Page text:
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Posted by on January 2, 2009 in writing



2008: a post-mortem

As a new year starts, I think it’s a good idea to look at the last year, and see what happned. Sure, there were problems, but I don’t want to dwell on them, so, for a change, I’m going to talk about things I accomplished this year.

I published my first short story. In a paying market, which felt really good, especially since it was a story I rather liked. Now, of course, I can see flaws, but it’s still my story and it’s out there for the world.  Shameless plug time: you can get it in the Barren Worlds anthology published by Hadley-Rille Books. “This Abandoned Sky” is on page 63.

Additionally, I finished two other short stories and submitted them to markets. One rejection, but one is still out there. Who knows? I also got a good start on my next novel, and hopefully will finish that sometime this year.

I spent the year back in school, training for an entirely new career (a daunting task when you’re in your 30’s). This, plus the writing, makes me feel like I’m starting two new careers at once.  But they’re both things I love.  My grandpa’s advice remains true: Find something you love, find a way to make a living at it, and you will never work a day in your life. So far, the “make a living” part remains elusive, but I’m on track. At any rate, I am a much more useful human being than I was before, able to actually help people, not just critique their grammar. Don’t worry, I can still do that too.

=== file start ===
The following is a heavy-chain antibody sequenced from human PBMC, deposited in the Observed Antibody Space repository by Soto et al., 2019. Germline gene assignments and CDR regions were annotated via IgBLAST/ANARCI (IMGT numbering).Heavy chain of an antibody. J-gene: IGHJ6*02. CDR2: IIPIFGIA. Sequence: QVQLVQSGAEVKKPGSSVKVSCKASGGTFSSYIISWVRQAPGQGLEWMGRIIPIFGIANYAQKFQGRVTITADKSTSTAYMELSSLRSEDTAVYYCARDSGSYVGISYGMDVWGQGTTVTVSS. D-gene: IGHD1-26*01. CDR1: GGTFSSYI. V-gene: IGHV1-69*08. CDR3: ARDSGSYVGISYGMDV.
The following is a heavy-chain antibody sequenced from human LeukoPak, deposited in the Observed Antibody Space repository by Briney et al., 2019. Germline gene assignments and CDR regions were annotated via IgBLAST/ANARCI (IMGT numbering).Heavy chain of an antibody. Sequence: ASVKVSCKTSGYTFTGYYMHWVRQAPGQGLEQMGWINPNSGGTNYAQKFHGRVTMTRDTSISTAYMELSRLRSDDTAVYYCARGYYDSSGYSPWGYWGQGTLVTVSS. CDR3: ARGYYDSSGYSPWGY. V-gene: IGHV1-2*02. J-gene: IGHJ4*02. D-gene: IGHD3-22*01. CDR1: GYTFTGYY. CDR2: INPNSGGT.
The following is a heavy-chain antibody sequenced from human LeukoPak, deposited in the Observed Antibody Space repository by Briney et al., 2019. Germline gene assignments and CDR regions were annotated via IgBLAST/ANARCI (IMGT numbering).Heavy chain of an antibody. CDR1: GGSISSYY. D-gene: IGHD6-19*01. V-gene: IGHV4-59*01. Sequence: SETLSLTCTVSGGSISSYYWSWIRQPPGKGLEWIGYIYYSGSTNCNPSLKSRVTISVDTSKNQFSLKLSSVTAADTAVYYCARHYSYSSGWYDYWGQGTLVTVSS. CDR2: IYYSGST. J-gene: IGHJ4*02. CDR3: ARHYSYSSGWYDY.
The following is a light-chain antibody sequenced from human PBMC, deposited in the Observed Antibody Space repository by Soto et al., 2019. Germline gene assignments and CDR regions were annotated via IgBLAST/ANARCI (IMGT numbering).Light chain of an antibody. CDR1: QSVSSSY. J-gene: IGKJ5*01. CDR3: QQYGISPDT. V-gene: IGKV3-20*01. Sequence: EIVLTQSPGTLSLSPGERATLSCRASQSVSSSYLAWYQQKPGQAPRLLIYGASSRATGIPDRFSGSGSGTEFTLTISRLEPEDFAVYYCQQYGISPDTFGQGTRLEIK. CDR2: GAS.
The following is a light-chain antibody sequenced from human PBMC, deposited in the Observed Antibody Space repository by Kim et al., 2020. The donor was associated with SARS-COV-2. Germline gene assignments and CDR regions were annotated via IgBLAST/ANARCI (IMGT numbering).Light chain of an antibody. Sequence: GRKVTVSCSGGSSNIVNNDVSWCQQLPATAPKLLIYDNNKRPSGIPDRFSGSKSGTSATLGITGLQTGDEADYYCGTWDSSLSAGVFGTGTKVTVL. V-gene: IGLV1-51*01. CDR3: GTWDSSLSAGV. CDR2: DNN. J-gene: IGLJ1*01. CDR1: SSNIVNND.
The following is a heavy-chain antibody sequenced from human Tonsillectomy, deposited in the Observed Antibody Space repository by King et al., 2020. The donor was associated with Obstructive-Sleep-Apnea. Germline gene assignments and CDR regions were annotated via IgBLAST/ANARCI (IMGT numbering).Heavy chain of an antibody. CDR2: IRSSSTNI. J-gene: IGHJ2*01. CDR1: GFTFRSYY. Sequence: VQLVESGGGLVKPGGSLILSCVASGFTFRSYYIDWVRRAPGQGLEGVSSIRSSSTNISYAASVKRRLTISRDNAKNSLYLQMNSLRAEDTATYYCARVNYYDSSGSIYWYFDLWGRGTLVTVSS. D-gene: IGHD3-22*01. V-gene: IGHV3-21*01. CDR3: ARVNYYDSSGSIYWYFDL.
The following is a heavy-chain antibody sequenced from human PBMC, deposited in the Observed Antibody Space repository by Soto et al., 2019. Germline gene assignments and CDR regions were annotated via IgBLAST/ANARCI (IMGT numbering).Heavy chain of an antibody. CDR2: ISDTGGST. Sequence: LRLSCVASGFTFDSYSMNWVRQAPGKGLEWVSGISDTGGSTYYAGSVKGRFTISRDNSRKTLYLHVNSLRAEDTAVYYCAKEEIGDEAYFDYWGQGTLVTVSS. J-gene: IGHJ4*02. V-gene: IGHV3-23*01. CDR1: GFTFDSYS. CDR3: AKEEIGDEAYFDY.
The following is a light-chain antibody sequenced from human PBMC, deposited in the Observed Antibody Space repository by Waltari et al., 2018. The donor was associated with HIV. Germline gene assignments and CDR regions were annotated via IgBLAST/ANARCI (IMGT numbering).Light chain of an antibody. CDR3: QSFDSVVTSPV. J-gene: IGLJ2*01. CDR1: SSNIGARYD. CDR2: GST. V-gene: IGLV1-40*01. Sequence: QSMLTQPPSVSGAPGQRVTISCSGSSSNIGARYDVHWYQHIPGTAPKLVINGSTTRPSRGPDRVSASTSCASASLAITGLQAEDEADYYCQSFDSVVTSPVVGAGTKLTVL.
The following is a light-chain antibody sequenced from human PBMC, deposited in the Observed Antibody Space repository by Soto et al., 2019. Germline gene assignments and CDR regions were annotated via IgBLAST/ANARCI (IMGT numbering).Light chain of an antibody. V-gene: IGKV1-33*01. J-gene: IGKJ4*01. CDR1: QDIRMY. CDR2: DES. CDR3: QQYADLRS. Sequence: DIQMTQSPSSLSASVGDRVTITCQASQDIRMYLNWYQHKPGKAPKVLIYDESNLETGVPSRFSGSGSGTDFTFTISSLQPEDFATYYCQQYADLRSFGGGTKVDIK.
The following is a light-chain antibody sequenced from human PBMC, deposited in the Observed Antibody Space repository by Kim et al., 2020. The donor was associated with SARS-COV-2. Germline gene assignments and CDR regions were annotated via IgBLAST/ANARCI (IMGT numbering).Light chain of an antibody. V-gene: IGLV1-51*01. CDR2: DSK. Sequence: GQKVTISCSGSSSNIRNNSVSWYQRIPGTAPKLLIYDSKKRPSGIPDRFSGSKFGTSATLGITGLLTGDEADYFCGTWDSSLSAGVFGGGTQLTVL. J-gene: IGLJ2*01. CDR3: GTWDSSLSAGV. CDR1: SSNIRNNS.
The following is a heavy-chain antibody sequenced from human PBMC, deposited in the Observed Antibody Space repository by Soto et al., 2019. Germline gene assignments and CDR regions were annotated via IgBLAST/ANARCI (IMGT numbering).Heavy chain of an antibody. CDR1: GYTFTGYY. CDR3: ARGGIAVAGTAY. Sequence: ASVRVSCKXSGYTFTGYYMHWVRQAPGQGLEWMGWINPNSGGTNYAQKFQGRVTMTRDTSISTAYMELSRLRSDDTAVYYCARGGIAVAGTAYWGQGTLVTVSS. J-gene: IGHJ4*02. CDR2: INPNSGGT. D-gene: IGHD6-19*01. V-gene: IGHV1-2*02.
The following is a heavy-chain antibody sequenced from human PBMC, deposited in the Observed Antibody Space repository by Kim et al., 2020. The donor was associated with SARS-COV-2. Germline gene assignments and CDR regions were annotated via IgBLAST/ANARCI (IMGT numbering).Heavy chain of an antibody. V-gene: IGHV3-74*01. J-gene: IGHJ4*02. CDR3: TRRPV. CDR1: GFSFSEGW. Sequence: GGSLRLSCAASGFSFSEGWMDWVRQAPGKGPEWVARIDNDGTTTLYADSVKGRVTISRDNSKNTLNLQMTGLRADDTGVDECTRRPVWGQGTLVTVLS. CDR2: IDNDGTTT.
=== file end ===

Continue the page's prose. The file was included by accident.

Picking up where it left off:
I finally got my head balanced out, by the grace of God, Dr. Kinney,  and the pharmaceutical industry. Sometimes you don’t realize you’ve gone off the rails until you get back on them. I have no desire to be a normal person, so to speak, but I would like to be in charge of the abnormality. Now I feel like I am.

for 2009: continue the work, become employed, remain balanced, find a way to keep the house cleaned and the laundry done, try not to fall to pieces during the last few eps of Battlestar Galactica (which starts again on my birthday).

And as I was wring this, the song that came up on my ipod? Beautiful Dawn by the Wailing Jennies. Hope that’s an omen.

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Posted by on January 1, 2009 in life, writing